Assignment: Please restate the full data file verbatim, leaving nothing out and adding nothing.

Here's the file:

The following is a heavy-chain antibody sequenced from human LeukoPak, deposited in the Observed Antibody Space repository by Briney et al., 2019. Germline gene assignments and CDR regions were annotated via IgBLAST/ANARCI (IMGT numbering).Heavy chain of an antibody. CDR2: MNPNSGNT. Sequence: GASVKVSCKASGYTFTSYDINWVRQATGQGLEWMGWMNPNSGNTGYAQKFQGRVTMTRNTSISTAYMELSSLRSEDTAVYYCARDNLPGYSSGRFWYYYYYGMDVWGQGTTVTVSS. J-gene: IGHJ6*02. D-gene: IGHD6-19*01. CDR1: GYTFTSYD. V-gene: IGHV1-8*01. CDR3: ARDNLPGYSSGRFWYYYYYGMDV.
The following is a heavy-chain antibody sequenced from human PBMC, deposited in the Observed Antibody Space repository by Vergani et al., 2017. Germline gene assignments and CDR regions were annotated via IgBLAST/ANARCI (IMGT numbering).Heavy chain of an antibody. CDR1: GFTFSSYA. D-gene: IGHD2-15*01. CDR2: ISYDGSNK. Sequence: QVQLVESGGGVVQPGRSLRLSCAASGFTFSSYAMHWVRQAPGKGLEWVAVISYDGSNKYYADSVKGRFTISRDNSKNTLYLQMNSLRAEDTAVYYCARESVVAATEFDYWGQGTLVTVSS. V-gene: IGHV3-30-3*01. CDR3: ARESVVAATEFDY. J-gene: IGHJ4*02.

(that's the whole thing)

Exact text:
The following is a heavy-chain antibody sequenced from human LeukoPak, deposited in the Observed Antibody Space repository by Briney et al., 2019. Germline gene assignments and CDR regions were annotated via IgBLAST/ANARCI (IMGT numbering).Heavy chain of an antibody. CDR2: MNPNSGNT. Sequence: GASVKVSCKASGYTFTSYDINWVRQATGQGLEWMGWMNPNSGNTGYAQKFQGRVTMTRNTSISTAYMELSSLRSEDTAVYYCARDNLPGYSSGRFWYYYYYGMDVWGQGTTVTVSS. J-gene: IGHJ6*02. D-gene: IGHD6-19*01. CDR1: GYTFTSYD. V-gene: IGHV1-8*01. CDR3: ARDNLPGYSSGRFWYYYYYGMDV.
The following is a heavy-chain antibody sequenced from human PBMC, deposited in the Observed Antibody Space repository by Vergani et al., 2017. Germline gene assignments and CDR regions were annotated via IgBLAST/ANARCI (IMGT numbering).Heavy chain of an antibody. CDR1: GFTFSSYA. D-gene: IGHD2-15*01. CDR2: ISYDGSNK. Sequence: QVQLVESGGGVVQPGRSLRLSCAASGFTFSSYAMHWVRQAPGKGLEWVAVISYDGSNKYYADSVKGRFTISRDNSKNTLYLQMNSLRAEDTAVYYCARESVVAATEFDYWGQGTLVTVSS. V-gene: IGHV3-30-3*01. CDR3: ARESVVAATEFDY. J-gene: IGHJ4*02.